People in Science

Elsevier CEO: 4 things we need to do to support innovation in Europe

In his essay for the European Commission, Ron Mobed looks at how Europe can meet new challenges to remain a leading “force for knowledge creation”

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Elsevier CEO Ron MobedWe have reason to be optimistic about Europe's future if we take the right steps to support innovation and knowledge creation.

That's the overarching message of Elsevier Ceo Ron Mobed in his recent essay for the European Commission's Digital Minds for a New Europe series: "Innovation and big data are the keys to unlocking Europe's Economy." He uses the universal "we" to refer to "all participants in Europe's knowledge ecosystem" — from researchers, clinicians and educators to investors, policymakers and corporations

He begins with his perspective at Elsevier: "As an engineer with many years of experience in the commercial world, I have seen the power of innovation to create jobs, transform industries and improve the lives of people. I am now part of a European technology company that lives both at the centre of the scientific community we serve, and at the centre of the world of innovation. A fundamental part of our mission is to help build the interface between scientific research and its implementation for the benefit of society."

After highlighting Europe's reputation as a "force for knowledge creation and the diffusion of innovation" and its long-term contributions to "science, health and human progress," he points out two factors that pose challenges as well as opportunities: rapid technological change and big data.

Today transformation is coming from the expansion of technology-enabled collaborative networks and the explosion in the availability of new sources of data. ... 

Researchers, clinicians, and other decision makers are under enormous and increasing pressure to draw from a wider body of knowledge and use it to produce better outcomes, faster and at lower cost. A large volume of highly complex data sets are of little value without the technology to make it useful or the tools for turning it into meaningful insights and applications. Nor is it of any value if the user cannot rely on its sources or accuracy.

Mobed writes about how companies such as Elsevier, which create "technology-enabled content," can meet these challenges by making knowledge more meaningful to users.

And he suggests four conditions that are needed for "cultivating knowledge creation" in Europe, pointing out that they would require significant collaboration among policymakers, corporations and research institutions:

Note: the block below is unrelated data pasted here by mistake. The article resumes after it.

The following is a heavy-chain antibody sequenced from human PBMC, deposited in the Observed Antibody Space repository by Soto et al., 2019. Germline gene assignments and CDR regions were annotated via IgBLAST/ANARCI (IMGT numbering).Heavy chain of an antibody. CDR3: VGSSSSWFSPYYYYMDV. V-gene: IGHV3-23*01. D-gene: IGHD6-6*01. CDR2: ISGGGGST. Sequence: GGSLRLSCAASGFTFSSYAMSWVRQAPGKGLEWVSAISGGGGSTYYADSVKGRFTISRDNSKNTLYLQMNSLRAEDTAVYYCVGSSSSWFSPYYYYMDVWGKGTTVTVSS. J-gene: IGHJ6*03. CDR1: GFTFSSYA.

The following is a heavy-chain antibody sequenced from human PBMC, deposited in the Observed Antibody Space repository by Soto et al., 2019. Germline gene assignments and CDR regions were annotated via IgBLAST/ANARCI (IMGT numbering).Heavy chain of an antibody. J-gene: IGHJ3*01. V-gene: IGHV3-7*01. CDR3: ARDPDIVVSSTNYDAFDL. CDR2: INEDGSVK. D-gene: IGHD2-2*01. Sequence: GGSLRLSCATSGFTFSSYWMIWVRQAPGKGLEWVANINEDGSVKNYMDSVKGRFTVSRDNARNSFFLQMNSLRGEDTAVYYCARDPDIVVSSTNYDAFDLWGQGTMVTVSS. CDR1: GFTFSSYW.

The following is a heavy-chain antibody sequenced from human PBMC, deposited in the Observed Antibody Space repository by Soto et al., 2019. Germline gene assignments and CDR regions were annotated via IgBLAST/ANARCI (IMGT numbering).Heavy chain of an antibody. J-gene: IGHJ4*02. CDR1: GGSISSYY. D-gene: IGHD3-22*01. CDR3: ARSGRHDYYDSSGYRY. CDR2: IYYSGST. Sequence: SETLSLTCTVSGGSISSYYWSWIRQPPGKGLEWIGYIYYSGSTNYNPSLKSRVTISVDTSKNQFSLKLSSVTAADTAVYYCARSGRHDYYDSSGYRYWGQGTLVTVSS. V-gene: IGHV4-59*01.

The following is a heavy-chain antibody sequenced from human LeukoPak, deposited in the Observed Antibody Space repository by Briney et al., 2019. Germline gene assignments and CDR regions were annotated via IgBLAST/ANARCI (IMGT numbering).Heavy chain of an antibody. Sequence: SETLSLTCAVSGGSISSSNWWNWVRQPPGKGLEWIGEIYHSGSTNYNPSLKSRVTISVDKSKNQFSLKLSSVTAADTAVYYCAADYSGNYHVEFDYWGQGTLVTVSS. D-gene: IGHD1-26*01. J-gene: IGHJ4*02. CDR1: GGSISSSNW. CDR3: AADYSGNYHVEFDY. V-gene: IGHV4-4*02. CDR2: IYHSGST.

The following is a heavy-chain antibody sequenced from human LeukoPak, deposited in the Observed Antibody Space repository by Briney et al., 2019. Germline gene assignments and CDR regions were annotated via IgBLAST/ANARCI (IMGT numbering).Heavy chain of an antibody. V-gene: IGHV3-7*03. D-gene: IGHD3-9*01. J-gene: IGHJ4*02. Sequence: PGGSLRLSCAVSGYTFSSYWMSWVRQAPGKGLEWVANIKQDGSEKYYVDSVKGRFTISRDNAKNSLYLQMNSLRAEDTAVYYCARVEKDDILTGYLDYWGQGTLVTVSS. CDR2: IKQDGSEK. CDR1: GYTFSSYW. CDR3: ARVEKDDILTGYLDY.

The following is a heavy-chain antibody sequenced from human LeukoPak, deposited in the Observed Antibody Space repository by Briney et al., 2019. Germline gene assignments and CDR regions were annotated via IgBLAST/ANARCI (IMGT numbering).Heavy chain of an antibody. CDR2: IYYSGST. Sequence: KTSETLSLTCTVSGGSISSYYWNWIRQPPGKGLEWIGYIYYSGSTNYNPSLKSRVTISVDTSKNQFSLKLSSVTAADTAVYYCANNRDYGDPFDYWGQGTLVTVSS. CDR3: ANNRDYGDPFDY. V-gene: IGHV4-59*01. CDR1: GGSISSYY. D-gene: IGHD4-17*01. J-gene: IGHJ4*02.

1. An excellent, well-supported education system. Many aspects of education in Europe are still planted in the "old world." Europe therefore must continue to embrace new, more adaptive ways of learning and new education technologies. Education needs to develop a culture of risk-taking as well, allowing the cycle of error, learning and success that is fundamental to creation and innovation. 

  2. Sustained investment in basic research, along with the risk associated with making the necessary resource commitments in such a complex and rapidly evolving environment. Researchers and the institutions that support them are under enormous pressure to find and vie for scarce funds, especially for the basic research that drives long-term advances in science, medicine and technology. ... Vigorous funding of research and education is not optional for Europe if it is to remain at the forefront of knowledge and innovation. 

  3. Investment in the technology, tools and infrastructure that enable researchers and content creators. We need to put high-performance computing capacity and analytical tools at the disposal of Europe's researchers. We need to wire Europe's universities and research centres with the technologies to help drive excellence and efficiency. We need to connect universities and businesses with technologies that promote collaboration and ensure that data is interoperable across the value chain of research to implementation. 

  4. Policymakers need to allow a variety of models to emerge and evolve to serve the knowledge sector and not tip the balance one way or another. That way, knowledge creators can have confidence that their accomplishments and contributions will be recognised and they will have an opportunity to earn the rewards from their effort. The market will likely determine what business models will survive or emerge to support both the cultivation of knowledge creators and the application of technology. 

Read the full article.

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Elsevier Connect Author

Alison Bert, DMAAlison Bert (@AlisonBert) is Editor-in-Chief of Elsevier Connect. She joined Elsevier seven years ago from the world of journalism, where she was a business reporter and blogger for The Journal News, a Gannett daily newspaper in New York. In the previous century, she was a classical guitarist on the music faculty of Syracuse University. She holds a doctorate in music from the University of Arizona, was a Fulbright scholar in Spain and performed in the 1986 international master class of Andrés Segovia.

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